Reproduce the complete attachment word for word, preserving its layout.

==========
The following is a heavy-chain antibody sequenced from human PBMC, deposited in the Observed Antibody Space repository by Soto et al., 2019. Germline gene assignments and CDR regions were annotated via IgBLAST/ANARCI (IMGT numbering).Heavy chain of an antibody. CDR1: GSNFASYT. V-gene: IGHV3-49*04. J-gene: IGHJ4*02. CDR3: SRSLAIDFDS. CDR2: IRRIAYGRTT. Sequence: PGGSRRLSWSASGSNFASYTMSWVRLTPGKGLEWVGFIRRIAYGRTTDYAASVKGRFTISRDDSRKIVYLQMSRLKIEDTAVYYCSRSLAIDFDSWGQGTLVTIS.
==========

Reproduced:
The following is a heavy-chain antibody sequenced from human PBMC, deposited in the Observed Antibody Space repository by Soto et al., 2019. Germline gene assignments and CDR regions were annotated via IgBLAST/ANARCI (IMGT numbering).Heavy chain of an antibody. CDR1: GSNFASYT. V-gene: IGHV3-49*04. J-gene: IGHJ4*02. CDR3: SRSLAIDFDS. CDR2: IRRIAYGRTT. Sequence: PGGSRRLSWSASGSNFASYTMSWVRLTPGKGLEWVGFIRRIAYGRTTDYAASVKGRFTISRDDSRKIVYLQMSRLKIEDTAVYYCSRSLAIDFDSWGQGTLVTIS.